Senate took the first step toward passing the Covid relief bill. What happens next?

Congress Democrats aim to pass their $1.9 trillion coronavirus relief plan next week and send it to President Joe Biden’s desk for his signature, before unemployment supplement and provisions expanding eligibility for insurance expire on March 14. Are they in time to do so?

On Thursday the Senate took its first important step toward passing Democrats’ $1.9 trillion coronavirus relief bill, which includes the much-awaited $1400 stimulus checks, as lawmakers rush to have it enacted in time to prevent unemployment aid from expiring.

According to CNBC, the chamber voted to start the debate on the rescue package, setting the stage for its approval as soon as this weekend. Vice President Kamala Harris had to break a 50-50 tie after a party-vote in the evenly divided Senate.

Pitfalls await, as Senate Republicans have tools at their disposal to delay a final vote on the 628-page bill by hours or even days.

• Debate will not immediately begin. Republican Sen. Ron Johnson of Wisconsin forced Senate clerks to read the massive legislation out loud, which will take at least several hours

• After the discussion period ends, the Senate will hold votes on an indefinite number of amendments to the bill as part of the budget reconciliation process that enables legislation, and Republicans are expected to use amendments to drag out the process.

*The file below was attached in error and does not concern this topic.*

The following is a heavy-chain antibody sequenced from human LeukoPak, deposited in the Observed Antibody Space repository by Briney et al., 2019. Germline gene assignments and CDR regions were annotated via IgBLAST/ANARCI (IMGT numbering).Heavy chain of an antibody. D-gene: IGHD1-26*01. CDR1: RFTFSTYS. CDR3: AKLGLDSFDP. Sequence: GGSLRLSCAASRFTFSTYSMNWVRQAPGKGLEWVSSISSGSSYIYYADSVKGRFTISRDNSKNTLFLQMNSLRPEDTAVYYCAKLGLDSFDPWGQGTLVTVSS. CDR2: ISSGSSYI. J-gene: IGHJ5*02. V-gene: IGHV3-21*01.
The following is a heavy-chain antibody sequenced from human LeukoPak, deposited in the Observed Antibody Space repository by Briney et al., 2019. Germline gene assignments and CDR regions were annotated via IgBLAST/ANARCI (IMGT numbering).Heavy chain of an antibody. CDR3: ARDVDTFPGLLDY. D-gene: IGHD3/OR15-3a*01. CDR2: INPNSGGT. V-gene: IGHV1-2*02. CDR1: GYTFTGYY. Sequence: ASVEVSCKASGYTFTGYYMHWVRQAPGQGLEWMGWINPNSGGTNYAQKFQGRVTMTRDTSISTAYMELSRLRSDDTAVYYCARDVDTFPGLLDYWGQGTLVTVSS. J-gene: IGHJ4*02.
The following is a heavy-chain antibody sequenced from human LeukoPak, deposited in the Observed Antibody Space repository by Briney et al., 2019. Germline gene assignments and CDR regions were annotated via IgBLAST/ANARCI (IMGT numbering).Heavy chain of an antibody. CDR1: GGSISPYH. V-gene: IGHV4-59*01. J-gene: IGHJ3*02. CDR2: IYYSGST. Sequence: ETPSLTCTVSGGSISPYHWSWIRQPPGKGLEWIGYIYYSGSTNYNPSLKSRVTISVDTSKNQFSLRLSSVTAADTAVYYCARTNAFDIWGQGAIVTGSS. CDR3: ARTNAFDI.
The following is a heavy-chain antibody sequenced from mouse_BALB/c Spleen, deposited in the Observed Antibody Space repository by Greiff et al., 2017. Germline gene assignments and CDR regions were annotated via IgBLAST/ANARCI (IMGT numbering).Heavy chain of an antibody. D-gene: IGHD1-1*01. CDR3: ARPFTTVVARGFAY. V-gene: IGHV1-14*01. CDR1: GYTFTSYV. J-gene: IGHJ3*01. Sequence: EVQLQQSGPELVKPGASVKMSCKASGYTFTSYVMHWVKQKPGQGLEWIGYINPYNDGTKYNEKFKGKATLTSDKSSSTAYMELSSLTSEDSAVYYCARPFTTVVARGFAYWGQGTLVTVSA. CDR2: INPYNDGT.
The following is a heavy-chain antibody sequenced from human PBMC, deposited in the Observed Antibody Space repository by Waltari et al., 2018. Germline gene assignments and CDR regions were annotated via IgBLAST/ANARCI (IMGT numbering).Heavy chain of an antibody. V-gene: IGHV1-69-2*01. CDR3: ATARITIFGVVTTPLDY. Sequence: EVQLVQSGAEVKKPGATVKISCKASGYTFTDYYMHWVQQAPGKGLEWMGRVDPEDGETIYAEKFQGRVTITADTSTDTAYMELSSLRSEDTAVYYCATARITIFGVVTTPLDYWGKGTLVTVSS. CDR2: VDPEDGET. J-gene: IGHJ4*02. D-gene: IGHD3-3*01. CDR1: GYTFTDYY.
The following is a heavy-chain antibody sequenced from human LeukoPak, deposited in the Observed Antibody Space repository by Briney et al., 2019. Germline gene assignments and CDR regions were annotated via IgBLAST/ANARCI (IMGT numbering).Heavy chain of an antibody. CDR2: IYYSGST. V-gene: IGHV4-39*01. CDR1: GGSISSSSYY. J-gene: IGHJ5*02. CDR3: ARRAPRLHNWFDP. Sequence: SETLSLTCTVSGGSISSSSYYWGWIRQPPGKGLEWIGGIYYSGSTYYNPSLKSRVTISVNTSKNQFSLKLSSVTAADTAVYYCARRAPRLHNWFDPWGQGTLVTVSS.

• Though the procedural vote starts up to 20 hours of debate on the plan, Senators may not use all of that time.

However, regarding these delays, Senate Majority Leader Chuck Schumer said: “No matter how long it takes, the Senate is going to stay in session to finish the bill this week.”

The upper chamber will likely pass a different version of the relief bill, so the House is expected to reconvene on Monday to move toward approving the Senate-passed proposal.

Democrats aim to get the legislation to President Joe Biden’s desk before March 14, when a $300 per week unemployment insurance boost and programs extending benefits to millions more people formally expire.

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